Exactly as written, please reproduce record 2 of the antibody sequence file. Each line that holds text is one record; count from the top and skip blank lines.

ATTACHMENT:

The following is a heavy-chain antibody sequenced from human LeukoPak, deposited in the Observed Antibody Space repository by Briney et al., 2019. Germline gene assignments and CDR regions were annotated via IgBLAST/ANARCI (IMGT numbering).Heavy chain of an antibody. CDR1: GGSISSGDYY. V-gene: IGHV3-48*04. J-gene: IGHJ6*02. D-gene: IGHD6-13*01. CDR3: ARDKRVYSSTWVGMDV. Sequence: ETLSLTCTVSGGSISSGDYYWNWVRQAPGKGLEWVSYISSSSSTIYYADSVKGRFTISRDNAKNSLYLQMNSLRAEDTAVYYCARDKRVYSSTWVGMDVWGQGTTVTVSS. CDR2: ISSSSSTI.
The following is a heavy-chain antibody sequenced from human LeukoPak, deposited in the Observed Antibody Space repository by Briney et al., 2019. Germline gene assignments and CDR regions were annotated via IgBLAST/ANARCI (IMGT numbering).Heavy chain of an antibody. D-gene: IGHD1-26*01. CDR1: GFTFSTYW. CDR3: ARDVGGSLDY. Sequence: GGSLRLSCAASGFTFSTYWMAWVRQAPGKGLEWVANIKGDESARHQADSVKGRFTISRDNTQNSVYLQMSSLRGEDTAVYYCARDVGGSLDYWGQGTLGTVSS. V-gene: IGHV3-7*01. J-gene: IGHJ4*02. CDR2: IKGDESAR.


The following is a heavy-chain antibody sequenced from human LeukoPak, deposited in the Observed Antibody Space repository by Briney et al., 2019. Germline gene assignments and CDR regions were annotated via IgBLAST/ANARCI (IMGT numbering).Heavy chain of an antibody. D-gene: IGHD1-26*01. CDR1: GFTFSTYW. CDR3: ARDVGGSLDY. Sequence: GGSLRLSCAASGFTFSTYWMAWVRQAPGKGLEWVANIKGDESARHQADSVKGRFTISRDNTQNSVYLQMSSLRGEDTAVYYCARDVGGSLDYWGQGTLGTVSS. V-gene: IGHV3-7*01. J-gene: IGHJ4*02. CDR2: IKGDESAR.